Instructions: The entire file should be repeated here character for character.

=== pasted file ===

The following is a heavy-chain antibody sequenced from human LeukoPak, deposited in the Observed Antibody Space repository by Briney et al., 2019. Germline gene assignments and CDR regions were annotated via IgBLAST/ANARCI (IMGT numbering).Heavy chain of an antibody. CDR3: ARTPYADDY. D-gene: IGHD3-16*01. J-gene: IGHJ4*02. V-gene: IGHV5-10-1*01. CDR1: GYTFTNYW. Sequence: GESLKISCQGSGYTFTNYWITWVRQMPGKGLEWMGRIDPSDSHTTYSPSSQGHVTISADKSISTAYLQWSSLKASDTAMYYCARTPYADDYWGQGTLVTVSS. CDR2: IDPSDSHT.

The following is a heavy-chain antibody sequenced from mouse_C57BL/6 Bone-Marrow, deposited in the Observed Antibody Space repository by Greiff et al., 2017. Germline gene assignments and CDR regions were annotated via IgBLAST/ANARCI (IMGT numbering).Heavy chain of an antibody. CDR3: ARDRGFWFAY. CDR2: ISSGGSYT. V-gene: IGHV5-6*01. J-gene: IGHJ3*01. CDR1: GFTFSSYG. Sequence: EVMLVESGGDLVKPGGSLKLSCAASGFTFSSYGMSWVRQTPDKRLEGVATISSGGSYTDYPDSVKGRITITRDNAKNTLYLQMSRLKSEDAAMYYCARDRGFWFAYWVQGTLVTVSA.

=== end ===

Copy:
The following is a heavy-chain antibody sequenced from human LeukoPak, deposited in the Observed Antibody Space repository by Briney et al., 2019. Germline gene assignments and CDR regions were annotated via IgBLAST/ANARCI (IMGT numbering).Heavy chain of an antibody. CDR3: ARTPYADDY. D-gene: IGHD3-16*01. J-gene: IGHJ4*02. V-gene: IGHV5-10-1*01. CDR1: GYTFTNYW. Sequence: GESLKISCQGSGYTFTNYWITWVRQMPGKGLEWMGRIDPSDSHTTYSPSSQGHVTISADKSISTAYLQWSSLKASDTAMYYCARTPYADDYWGQGTLVTVSS. CDR2: IDPSDSHT.

The following is a heavy-chain antibody sequenced from mouse_C57BL/6 Bone-Marrow, deposited in the Observed Antibody Space repository by Greiff et al., 2017. Germline gene assignments and CDR regions were annotated via IgBLAST/ANARCI (IMGT numbering).Heavy chain of an antibody. CDR3: ARDRGFWFAY. CDR2: ISSGGSYT. V-gene: IGHV5-6*01. J-gene: IGHJ3*01. CDR1: GFTFSSYG. Sequence: EVMLVESGGDLVKPGGSLKLSCAASGFTFSSYGMSWVRQTPDKRLEGVATISSGGSYTDYPDSVKGRITITRDNAKNTLYLQMSRLKSEDAAMYYCARDRGFWFAYWVQGTLVTVSA.